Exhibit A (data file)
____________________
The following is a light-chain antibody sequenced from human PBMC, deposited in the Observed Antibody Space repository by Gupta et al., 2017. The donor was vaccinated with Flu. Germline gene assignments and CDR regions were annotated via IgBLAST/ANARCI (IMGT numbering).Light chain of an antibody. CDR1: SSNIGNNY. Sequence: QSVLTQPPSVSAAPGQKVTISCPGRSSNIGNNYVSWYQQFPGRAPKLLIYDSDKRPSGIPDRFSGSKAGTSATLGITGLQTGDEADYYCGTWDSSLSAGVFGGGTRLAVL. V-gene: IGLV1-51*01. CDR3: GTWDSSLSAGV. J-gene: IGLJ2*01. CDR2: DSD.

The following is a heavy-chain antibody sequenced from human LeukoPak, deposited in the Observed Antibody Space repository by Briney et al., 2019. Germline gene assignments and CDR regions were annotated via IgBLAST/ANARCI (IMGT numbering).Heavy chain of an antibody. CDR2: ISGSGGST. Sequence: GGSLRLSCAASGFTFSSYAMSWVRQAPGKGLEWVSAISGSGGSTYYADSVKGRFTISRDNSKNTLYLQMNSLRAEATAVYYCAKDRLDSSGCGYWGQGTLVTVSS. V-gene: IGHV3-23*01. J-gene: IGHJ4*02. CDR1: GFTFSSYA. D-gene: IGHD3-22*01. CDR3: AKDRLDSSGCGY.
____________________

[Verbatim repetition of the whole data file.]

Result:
The following is a light-chain antibody sequenced from human PBMC, deposited in the Observed Antibody Space repository by Gupta et al., 2017. The donor was vaccinated with Flu. Germline gene assignments and CDR regions were annotated via IgBLAST/ANARCI (IMGT numbering).Light chain of an antibody. CDR1: SSNIGNNY. Sequence: QSVLTQPPSVSAAPGQKVTISCPGRSSNIGNNYVSWYQQFPGRAPKLLIYDSDKRPSGIPDRFSGSKAGTSATLGITGLQTGDEADYYCGTWDSSLSAGVFGGGTRLAVL. V-gene: IGLV1-51*01. CDR3: GTWDSSLSAGV. J-gene: IGLJ2*01. CDR2: DSD.

The following is a heavy-chain antibody sequenced from human LeukoPak, deposited in the Observed Antibody Space repository by Briney et al., 2019. Germline gene assignments and CDR regions were annotated via IgBLAST/ANARCI (IMGT numbering).Heavy chain of an antibody. CDR2: ISGSGGST. Sequence: GGSLRLSCAASGFTFSSYAMSWVRQAPGKGLEWVSAISGSGGSTYYADSVKGRFTISRDNSKNTLYLQMNSLRAEATAVYYCAKDRLDSSGCGYWGQGTLVTVSS. V-gene: IGHV3-23*01. J-gene: IGHJ4*02. CDR1: GFTFSSYA. D-gene: IGHD3-22*01. CDR3: AKDRLDSSGCGY.